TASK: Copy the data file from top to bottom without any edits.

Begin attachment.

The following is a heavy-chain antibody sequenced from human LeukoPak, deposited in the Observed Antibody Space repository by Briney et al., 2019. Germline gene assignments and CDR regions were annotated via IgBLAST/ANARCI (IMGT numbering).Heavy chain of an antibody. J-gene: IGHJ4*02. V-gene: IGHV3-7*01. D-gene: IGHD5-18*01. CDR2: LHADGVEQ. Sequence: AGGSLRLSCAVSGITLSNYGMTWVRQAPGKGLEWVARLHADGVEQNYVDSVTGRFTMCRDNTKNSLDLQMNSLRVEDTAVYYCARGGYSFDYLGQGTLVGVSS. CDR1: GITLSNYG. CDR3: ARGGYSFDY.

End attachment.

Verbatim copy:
The following is a heavy-chain antibody sequenced from human LeukoPak, deposited in the Observed Antibody Space repository by Briney et al., 2019. Germline gene assignments and CDR regions were annotated via IgBLAST/ANARCI (IMGT numbering).Heavy chain of an antibody. J-gene: IGHJ4*02. V-gene: IGHV3-7*01. D-gene: IGHD5-18*01. CDR2: LHADGVEQ. Sequence: AGGSLRLSCAVSGITLSNYGMTWVRQAPGKGLEWVARLHADGVEQNYVDSVTGRFTMCRDNTKNSLDLQMNSLRVEDTAVYYCARGGYSFDYLGQGTLVGVSS. CDR1: GITLSNYG. CDR3: ARGGYSFDY.